Robert Rankin was born in 1949, and is the author of - to date - twelve humorous sf/fantasy novels, with more on the way. Rankin's first four books are all part of The Brentford Octology (note: this series is still often referred to as The Brentford Trilogy - even though there are four books - but keen readers have noticed a mention of The Brentford Octology in the Armageddon trilogy, and indeed Rankin is currently hard at work on the fifth Brentford book, due in late 1996), and feature the adventures of Jim Pooley and John Omally, who find themselves pit against such diverse enemies as a resurrected Pope, an alien invasion fleet, Hugo Rune and Bob the Bookie, while they are helped by - among others - Merlin, Sherlock Holmes, martial arts expert Archroy (ex of the rubber factory), and Norman the Corner Shop owner.
After the mostly-down-to-Earth, surreal suburban madness of the Brentford books, Rankin turned to the even more fantastic for his next series: Armageddon. This trilogy unusually features two almost completely unconnected heroes: Rex Mundi (a green-skinned human of the early twenty-first century, with possible genetic ties to Harrison Ford), and a gestalt entity comprising Elvis Presley and Barry the Time-Travelling Sprout. Over the three books, Rankin takes Elvis and Rex throughout the entire course of Human history, and then some. Each of the books (Armageddon the Musical, Armageddon II: They Came and Ate Us, Armageddon III: The Suburban Book of the Dead) can be treated as an individual novel - their stories are only loosely connected and each is very different in tone - but reading them whole is much more enjoyable.
Next, Rankin turned back to Brentford for a series of novels loosely based on many of the myths that have grown up around Hugo Rune. In these books (set long after the real-life Rune had died), Rankin introduces us to young Cornelius Murphy and his pal Tuppe. Murphy discovers that he is Rune's illegitimate son, and finds himself on a quest to locate his father and recover the missing chapters of Rune's seminal work, The Book of Ultimate Truths. Along the way, Cornelius discovers that the Ultimate Truths of which his father wrote deal with the most insidious things on Earth, and in Heaven...
However, between the second and third Hugo Rune books Rankin wrote the one-off The Greatest Show Off Earth, dealing largely with the hollow-Earth theory (but with a very unique twist), and the concepts of reality: In most of Rankin's book, the characters are aware - or become momentarily aware - that they are in a book, and this is explored to a very large degree in The Greatest Show Off Earth, where one of the characters manages to get a copy of the book and is thus able to use it to his advantage. All of this is set against a background of space travel, interplanetary circuses, and - occasionally - a few pints. Interestingly, Rankin's very first book, The Antipope, has a reference to The Greatest Show Off Earth: "Over in the corner was the untouched plot that had once belonged to Raymond, who in a previous episode had been snatched away into outer space by invisible star creatures from Alpha Centauri."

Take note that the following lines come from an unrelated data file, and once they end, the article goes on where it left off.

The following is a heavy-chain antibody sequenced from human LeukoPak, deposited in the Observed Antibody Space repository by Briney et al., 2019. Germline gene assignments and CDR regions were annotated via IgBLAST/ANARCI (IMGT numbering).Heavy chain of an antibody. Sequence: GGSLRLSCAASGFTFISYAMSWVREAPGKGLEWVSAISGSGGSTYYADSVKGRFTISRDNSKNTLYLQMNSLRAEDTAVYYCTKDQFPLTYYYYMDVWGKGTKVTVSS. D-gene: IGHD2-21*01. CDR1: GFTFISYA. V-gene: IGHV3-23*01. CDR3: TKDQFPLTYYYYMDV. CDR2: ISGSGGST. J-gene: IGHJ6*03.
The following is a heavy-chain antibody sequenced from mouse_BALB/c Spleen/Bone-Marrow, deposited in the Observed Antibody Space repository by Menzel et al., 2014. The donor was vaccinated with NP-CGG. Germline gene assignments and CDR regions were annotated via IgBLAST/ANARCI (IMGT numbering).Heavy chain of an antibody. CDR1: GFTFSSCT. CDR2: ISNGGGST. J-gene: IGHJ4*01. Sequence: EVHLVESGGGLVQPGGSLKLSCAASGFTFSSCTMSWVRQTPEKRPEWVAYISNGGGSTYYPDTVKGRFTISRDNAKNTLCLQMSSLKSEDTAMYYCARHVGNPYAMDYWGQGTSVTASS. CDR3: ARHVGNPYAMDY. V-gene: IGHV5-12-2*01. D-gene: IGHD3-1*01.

Robert Rankin's most recent book is The Garden of Unearthly Delights, the first part of a projected series that brings the protagonist, Max Carrion, into the far future, where the normal laws of physics have been repealed and the Age of Magic has been reinstated.
This wee article was supposed to have been about Robert Rankin himself, but I believe that in order to understand the man, you have to first understand his fiction. As a writer, he puts great chunks of his life into his work, but it's almost impossible to determine where the reality ends and the fiction begins. He has said on several occasions that Jim Pooley is himself, and rereading the Brentford books with that in mind generates a serious shift in perspective: Pooley is not a drunken coward; he's a noble, intelligent, charming human being with an overdeveloped sense of self-preservation. Omally - presented in the books as the braver, stronger and more clever of the two - is deep down very similar to his pal. To me, they're both Robert Rankin: Pooley is how the author sees himself, Omally is Rankin as other people see him.
Robert Rankin is the sort of chap who could tell you the same story ten times, and it would be enthralling every time. In public appearances, he's closer to a talented stand-up comedian than an author. He has the looks of a rich ex-rock star who never touched the stuff, and a dress sense that truly defies description. I've met the man several times, and had the most strange and fascinating conversations with him, and I can honestly say that I've never met a more complex individual. He is a man of tremendous intelligence, good nature and apparently limitless tolerance.
To sum up: If you ever get the chance to meet and speak with Robert Rankin, do not turn it down: it would be a waste of your life.
[Many thanks to SproutLore - the Robert Rankin Appreciation Society - for the above article.]
Update: Since The Garden of Unearthly Delights Robert has published A Dog Called Demolition, Nostradamus Ate My Hamster and most recently his unauthorised autobiography, Sprout Mask Replica.